ROME: Before their lives ended in an underwater deathtrap, before they lined up 100 to a row on a Libyan beach to board a boat with no anchor, the young men from the parched villages of the Sahel had names.
Two forensic investigators, one crisscrossing Africa and another in a university laboratory in Italy, are on a quest against the odds to keep Italy’s promise to find those names. They are tracing the identities of the migrants killed when an overloaded fishing boat went down off the coast of Libya on April 18, 2015, in the Mediterranean’s deadliest shipwreck in living memory.
The pledge was made before Europe turned against migrants, and it just got even harder to keep. Nearing their very first formal identification, one of the investigators made a devastating discovery this month: The vessel carried not 800 people, as initially believed, but nearly 1,100.
Suddenly, there are hundreds more passengers to identify, adding to more than three years of painstaking work that had already pushed the boundaries of forensic science and tested the limits of both the Peruvian investigator with expertise in human rights violations and the Italian pathologist volunteering on the project.
The story of the fishing boat known as the peschereccio and its passengers reflects how migrants can simply vanish worldwide, sometimes without a trace. At a time when global migration is at an all-time high, The Associated Press has found in an exclusive tally that at least 62,284 migrants have died or disappeared worldwide since 2014. That’s more than double the only official attempt at a toll, by the UN’s International Organization for Migration .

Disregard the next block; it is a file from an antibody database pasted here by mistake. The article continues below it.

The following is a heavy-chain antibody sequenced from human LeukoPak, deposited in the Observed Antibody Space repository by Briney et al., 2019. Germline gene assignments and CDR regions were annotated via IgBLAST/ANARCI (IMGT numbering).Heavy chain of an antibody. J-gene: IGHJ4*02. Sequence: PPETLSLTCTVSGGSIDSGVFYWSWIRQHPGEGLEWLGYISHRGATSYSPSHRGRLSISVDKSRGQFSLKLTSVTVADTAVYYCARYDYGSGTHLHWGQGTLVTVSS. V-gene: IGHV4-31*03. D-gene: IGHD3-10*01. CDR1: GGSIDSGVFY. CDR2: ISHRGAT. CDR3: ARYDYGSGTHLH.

But it is also a story of how difficult it is to document these dead and missing, especially at a time when there is no longer a political will to support survivors, let alone figure out how many migrants died and who they were. Back in 2015, then-Prime Minister Matteo Renzi committed Italy to giving names back to those who perished in the April 18 shipwreck. There was a “short period of sunlight,” when Italian agencies worked together to recover the bodies and start the process of identifying them, according to Cristina Cattaneo, the Italian forensic investigator.
“It was a magical moment,” she said.
Governments have since slashed funding; rescue ships have drastically cut back operations in the Mediterranean under pressure. Many Italians question the need to identify the bodies when they already have “a tomb at the bottom of the sea,” said Roberto Di Bartolo, the engineer who led firefighters in the recovery operation.
“But if this boat had not been full of people from Africa and instead they came from the United States, Australia or Japan,” he said, “we would have done everything to get the bodies out and find their identity, to give names to those people, because they were people.”